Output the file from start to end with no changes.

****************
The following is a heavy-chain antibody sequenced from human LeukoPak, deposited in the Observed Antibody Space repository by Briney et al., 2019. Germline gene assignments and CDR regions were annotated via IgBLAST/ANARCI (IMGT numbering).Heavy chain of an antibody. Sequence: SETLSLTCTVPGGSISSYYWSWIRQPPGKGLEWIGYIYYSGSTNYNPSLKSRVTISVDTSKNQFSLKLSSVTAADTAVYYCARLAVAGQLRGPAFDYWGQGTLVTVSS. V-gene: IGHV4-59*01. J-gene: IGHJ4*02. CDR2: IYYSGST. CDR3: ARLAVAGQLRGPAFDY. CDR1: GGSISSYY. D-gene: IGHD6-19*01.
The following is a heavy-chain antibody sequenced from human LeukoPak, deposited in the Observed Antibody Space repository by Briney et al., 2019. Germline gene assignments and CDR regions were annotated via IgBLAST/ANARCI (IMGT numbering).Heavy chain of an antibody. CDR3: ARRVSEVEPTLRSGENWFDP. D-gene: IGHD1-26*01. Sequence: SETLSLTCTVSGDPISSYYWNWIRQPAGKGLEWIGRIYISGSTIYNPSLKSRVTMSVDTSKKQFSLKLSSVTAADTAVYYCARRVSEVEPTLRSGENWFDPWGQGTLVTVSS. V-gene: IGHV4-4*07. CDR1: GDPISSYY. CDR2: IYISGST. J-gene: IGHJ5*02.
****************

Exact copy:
The following is a heavy-chain antibody sequenced from human LeukoPak, deposited in the Observed Antibody Space repository by Briney et al., 2019. Germline gene assignments and CDR regions were annotated via IgBLAST/ANARCI (IMGT numbering).Heavy chain of an antibody. Sequence: SETLSLTCTVPGGSISSYYWSWIRQPPGKGLEWIGYIYYSGSTNYNPSLKSRVTISVDTSKNQFSLKLSSVTAADTAVYYCARLAVAGQLRGPAFDYWGQGTLVTVSS. V-gene: IGHV4-59*01. J-gene: IGHJ4*02. CDR2: IYYSGST. CDR3: ARLAVAGQLRGPAFDY. CDR1: GGSISSYY. D-gene: IGHD6-19*01.
The following is a heavy-chain antibody sequenced from human LeukoPak, deposited in the Observed Antibody Space repository by Briney et al., 2019. Germline gene assignments and CDR regions were annotated via IgBLAST/ANARCI (IMGT numbering).Heavy chain of an antibody. CDR3: ARRVSEVEPTLRSGENWFDP. D-gene: IGHD1-26*01. Sequence: SETLSLTCTVSGDPISSYYWNWIRQPAGKGLEWIGRIYISGSTIYNPSLKSRVTMSVDTSKKQFSLKLSSVTAADTAVYYCARRVSEVEPTLRSGENWFDPWGQGTLVTVSS. V-gene: IGHV4-4*07. CDR1: GDPISSYY. CDR2: IYISGST. J-gene: IGHJ5*02.